Sunday, October 12, 2008

Why do we go back to the brands that kick us in the nuts?

This months Icon magazine features an interview with Paul Bennett, IDEO's Chief Director. 

Bennett explains that sometimes we have to be let down by a brand not once, but a couple of times before we consider leaving it. 

And he is right.

I had been a faithful PC user since I was 10 years old. I stood by all the PC's I've had through countless viruses, sluggish performance, regular program crashing and the infinite use of Ctrl+Alt+Delete. Why? Because thats what I learned to live with.

But after 12 years of being slowed down by my trusty steeds, my eyes were opened up to another operating system which couldn't catch a virus, performed excellently all the time, rarely crashed and indeed didn't have a Ctrl+Alt+Delete function; because it didn't require it.

Mac OS X.

The same principle of loyalty applies to my choice of mobile phone handset and network provider. 

Although my first Sony Ericsson handset had to be sent away for repair twice in 12 months, come the end of my contract, I decided I wanted another one. And now I look back and think why I was frustrated when my second handset had similar problems and had to be sent away for repair. Orange did little to help on both occasions, only supplying me with an old replacement handset until my broken Sony Ericsson came back.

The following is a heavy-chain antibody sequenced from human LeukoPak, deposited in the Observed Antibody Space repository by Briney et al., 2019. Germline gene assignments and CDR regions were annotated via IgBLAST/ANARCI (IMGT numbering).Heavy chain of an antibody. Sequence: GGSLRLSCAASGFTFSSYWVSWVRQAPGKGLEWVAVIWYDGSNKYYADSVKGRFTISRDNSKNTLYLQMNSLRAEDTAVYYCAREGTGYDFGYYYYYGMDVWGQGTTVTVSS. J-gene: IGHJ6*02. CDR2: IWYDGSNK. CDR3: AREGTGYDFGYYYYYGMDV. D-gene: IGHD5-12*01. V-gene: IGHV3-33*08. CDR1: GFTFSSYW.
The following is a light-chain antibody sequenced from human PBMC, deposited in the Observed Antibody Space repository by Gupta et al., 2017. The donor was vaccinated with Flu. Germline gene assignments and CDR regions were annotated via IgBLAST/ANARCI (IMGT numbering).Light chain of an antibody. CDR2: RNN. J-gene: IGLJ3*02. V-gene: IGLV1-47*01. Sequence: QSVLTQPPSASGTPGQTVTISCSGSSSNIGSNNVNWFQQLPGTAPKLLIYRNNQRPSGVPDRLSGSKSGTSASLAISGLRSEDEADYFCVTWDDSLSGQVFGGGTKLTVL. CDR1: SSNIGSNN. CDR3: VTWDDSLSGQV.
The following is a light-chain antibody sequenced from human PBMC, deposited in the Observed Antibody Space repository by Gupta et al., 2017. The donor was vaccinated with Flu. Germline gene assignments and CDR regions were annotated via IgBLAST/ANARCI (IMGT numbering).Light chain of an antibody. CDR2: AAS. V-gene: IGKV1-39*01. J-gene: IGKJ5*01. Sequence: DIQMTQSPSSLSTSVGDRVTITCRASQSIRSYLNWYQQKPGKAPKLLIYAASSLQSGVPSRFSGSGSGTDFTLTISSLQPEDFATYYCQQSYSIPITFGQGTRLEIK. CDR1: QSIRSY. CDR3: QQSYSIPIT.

And then there was Orange's reception quality, which has gradually worsened over the past 2 years. Yet I still didn't complain.

Until the iPhone was born. 

Arguably the best piece of industrial and interaction design in cell phones mated with the UK's best network provider O2 (with the best signal coverage); the iPhone is the answer to all my problems.

So today I bought one.

Sometimes we don't realize that certain a product or service is a liability. We might think a broken cell phone is merely a temporary burden; you don't get a poor reception everywhere; and a slow computer may only take a bit of patience. But it is when our eyes are opened up to how much better things can be that we begin to wonder why we actually settled for inferior goods in the first place.

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